Mobile network service provider NetOne has regularised 20 contracts worth millions of dollars with the State Procurement Board as it positions itself for profitability.
NetOne entered deals with several companies without proper documentation when it was under sacked chief executive Mr Reward Kangai.
The contractual anomalies were unearthed by a forensic audit which led to Mr Kangai’s dismissal last year on charges of misappropriating funds and flouting tender regulations.
In an interview last week, NetOne acting CEO Mr Brian Mutandiro said engaging the SPB was part of measures to adhere to tender and procurement guidelines.
“The audit highlighted a lot of weaknesses in the control environment of our business, and I am happy to say that we have addressed most of the weaknesses and have introduced policies that enhance good corporate governance. For instance, we have already regularised more than 20 contracts with the SPB.
“We now have four qualified chartered accountants in our finance department. We have also brought in private sector experience in most facets of our business. In addition, we have finalised our 2016 accounts, which are currently being audited. We are planning to have our first ever Annual General Meeting in the second quarter of the year.” Mr Mutandiro refuted allegations that the parastatal paid US$4 million to a contractor who reviewed a NetOne-Huawei deal.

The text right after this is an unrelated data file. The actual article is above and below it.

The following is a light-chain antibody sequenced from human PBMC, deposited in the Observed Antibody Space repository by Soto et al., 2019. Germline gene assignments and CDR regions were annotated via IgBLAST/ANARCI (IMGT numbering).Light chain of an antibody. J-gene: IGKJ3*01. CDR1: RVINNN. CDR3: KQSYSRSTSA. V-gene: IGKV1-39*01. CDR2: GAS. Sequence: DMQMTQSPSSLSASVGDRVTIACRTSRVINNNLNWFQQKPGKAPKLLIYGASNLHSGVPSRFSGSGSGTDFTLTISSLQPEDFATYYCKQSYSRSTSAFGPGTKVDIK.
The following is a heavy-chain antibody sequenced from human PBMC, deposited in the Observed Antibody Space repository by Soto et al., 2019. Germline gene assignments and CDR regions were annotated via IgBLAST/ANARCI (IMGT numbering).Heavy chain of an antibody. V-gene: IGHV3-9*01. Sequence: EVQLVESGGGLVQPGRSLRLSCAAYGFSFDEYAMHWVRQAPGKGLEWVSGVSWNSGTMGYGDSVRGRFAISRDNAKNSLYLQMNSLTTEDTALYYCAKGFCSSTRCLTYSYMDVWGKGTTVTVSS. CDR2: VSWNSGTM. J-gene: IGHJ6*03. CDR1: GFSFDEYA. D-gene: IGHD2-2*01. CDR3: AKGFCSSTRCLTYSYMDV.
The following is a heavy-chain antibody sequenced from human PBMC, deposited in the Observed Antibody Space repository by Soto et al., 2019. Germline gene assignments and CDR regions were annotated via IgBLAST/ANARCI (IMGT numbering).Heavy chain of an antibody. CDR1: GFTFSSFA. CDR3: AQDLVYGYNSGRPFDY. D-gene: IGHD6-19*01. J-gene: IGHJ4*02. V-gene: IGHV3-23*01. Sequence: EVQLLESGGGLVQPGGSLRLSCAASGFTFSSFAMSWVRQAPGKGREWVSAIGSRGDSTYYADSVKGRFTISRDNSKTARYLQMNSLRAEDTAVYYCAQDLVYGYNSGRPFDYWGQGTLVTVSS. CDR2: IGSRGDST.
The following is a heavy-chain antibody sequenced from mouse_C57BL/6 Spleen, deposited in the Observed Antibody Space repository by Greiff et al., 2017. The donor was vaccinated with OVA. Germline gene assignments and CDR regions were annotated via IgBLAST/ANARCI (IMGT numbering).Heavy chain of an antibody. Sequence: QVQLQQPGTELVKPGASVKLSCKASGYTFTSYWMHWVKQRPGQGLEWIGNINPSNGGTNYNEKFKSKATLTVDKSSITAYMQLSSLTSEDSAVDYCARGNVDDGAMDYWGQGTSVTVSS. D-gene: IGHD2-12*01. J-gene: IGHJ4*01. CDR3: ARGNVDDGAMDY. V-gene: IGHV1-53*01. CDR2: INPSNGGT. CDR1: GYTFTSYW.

The Zimbabwe Anti-Corruption Commission, he said, visited NetOne’s offices to probe the alleged US$4 million scandal, but no evidence was found to build a case.
“The originators of the dossier were malicious as this turned out to be a fictitious allegation. There is no way that such an amount of money could move without our (Reserve Bank) noticing, considering the tight regulatory systems in place,” said Mr Mutandiro.
The NetOne boss said the parastatal was failing to make profits like its competitors due to legacy issues. The company had not been paying statutory obligations to the Zimbabwe Revenue Authority and the National Social Security Authority.
“Going forward, we will make sure that there is full compliance to avoid such penalties and unnecessary expenditure.
“As with our legacy issues, we have made positive engagements with statutory bodies and the strategy is to keep current on all our obligations and to extinguish all past penalties and commitments through payment plans.
“We have put in place several corrective measures and embarked on a transformational process to turn around the business. At the centre of all this, we are diligently upholding corporate governance principles and have significantly strengthened the internal control environment in line with best practice.”
Mr Mutandiro said NetOne was committed to repaying loans to China Export-Import Bank to avoid exposing Government — the guarantor in the parastatal’s expansion programme.
NetOne, he added, has not been able to make profits because it was over-depending on one package — Dollar a Day — which was offering voice services at a give-away tariff of close to 1 cent/minute whilst other operators had an average tariff yield of about 12 cents/minute.
This resulted in severe network congestion. The NetOne boss added, “The immediate impact of this was a significant improvement of our average tariff per minute to 8 cents and decongestion of network resources which enabled the network to offer high quality revenue generating products. The business is now geared for profitable growth.”
The full interview will be published in the next edition of the The Sunday Mail
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